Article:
Jane sighed, too much thinking never led to clarity, it opened up a chessboard of moves. Gunther excelled at it, like his father, but intrigue and endless games of speculation had always irritated Jane. Action, not words, brought clarity. Action forced life to play its hand.
‘Action then,’ Jane stepped out onto her battlement walkway and strode down the narrow steps that led to the Royal Gardens. Pepper was still there, setting refreshments on the long table. She looked up and beamed at Jane.
‘You look scrubbed.’
‘Good scrubbed, or bad scrubbed?’
‘Fast scrubbed. Did you oil your hair?’
‘No, Can I help you?’
‘Rake’s lending a hand. What’s the big kerfuffle? Sir Theodore’s been driving us about like cattle. No doubt it involves our handsome young guest.’
‘It does. Have you seen Jester?’
‘Not since I was in the kitchens tending to our guest, now tell me, Jane,’ Pepper planted her fists on her hips. ‘How DID young Robert burn his hands? Gossip has it, that you pushed him into a fire.’
‘By gossip, you mean Gunther and his little band of courtiers?’
‘No,’ Pepper shook her head. ‘Robert himself.’
‘He said that?!’
‘He said you misunderstood his embrace and you pushed him away. Was he trying to kiss you?’
‘No! Well, perhaps. It was all very fast and muddled. I thought he was attacking me.’
‘With his dangerous lips? How terrifying for you.’ Pepper spun away and set off for the kitchens. ‘Jester has been beside himself with worry all day. Worry for your safety he said. Now it seems he had good cause.’ She laughed, and skipped away into the shadow of the castle keep.
Within a few short minutes, everyone had arrived for the informal audience. It took place in the shade of a conservatory that overlooked the Royal Gardens. Above a sturdy oak table, a canopy of interlacing vines fought for light. There was honeysuckle, a variety of Italian grape, three colours of climbing rose, and a vigorous ivy that Rake struggled to keep on top of.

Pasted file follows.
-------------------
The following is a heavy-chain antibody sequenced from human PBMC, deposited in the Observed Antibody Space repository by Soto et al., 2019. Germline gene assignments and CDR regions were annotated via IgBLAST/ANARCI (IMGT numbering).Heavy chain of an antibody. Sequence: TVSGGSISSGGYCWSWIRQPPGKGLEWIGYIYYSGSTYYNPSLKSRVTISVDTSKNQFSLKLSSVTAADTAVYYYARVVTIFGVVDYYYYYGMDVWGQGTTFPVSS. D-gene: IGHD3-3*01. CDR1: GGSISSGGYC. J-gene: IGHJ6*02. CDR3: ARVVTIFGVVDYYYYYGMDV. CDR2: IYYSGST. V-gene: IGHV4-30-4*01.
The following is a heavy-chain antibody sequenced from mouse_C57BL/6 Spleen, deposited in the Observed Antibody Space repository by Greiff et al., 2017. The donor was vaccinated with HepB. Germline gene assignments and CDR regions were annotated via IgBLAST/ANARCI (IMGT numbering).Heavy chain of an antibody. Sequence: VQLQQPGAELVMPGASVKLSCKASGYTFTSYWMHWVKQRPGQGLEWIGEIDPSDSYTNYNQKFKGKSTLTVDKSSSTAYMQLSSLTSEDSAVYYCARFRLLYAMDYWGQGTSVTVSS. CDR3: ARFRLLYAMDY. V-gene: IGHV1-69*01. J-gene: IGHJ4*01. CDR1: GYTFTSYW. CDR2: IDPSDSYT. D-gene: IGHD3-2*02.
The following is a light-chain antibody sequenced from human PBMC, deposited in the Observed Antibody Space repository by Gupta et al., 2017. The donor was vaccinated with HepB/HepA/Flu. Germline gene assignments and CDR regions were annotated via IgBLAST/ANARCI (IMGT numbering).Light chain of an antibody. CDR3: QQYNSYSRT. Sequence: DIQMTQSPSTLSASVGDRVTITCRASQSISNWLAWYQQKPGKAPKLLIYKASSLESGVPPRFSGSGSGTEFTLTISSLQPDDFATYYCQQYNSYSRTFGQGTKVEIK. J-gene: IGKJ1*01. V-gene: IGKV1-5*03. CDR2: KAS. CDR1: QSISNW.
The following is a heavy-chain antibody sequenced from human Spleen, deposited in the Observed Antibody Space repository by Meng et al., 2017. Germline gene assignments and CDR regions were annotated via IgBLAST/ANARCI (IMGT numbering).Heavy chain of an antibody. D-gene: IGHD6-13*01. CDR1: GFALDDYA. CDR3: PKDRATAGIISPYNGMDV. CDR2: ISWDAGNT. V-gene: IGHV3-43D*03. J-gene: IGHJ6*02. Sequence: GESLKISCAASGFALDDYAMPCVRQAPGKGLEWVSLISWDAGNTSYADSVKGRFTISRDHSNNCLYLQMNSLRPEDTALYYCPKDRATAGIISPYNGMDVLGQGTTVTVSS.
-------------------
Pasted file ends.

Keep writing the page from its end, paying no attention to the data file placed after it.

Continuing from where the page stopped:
The table had been set with jugs of chilled apple juice, dishes of dried figs and a platter of salted herring. It was a long table, and the meeting occupied one end. The king sat at the head, with his queen and Prince Cuthbert to his right. Opposite them sat Jester, Jane, and Sir Theodore, who had requested the audience. He had not expected the young prince to attend.
Cuthbert had seated himself himself directly across from the old knight, and sat with his arms folded and face glowering like a red volcano set to blow its vapours.
After a few minutes of small talk that focused on the heat of the day, a small and tiresome subject they could all agree upon, the king asked about the nature of the meeting.
‘Does this concern our guest in the cellars?’ he took a large fig and began to nibble one corner.
‘It does,’ Sir Theodore glanced round the table. ‘My comrade in arms from a former time, Haroldus.’
‘The butterfly murderer,’ growled Cuthbert.
‘Quite,’ Sir Theodore acknowledged the prince with a slight dip of his head, ‘Haroldus is a scholar of many things.’
‘Why did he not attend us yesterday?’ the Queen sat with her usual poise, her hair and dress impeccable. ‘I learnt of his visit from one of the maids. I would have welcomed the distraction. He earned our respect and affection when last he came.’
‘I made him leave!’ Cuthbert lowered his eyes for a moment, his voice losing its authority.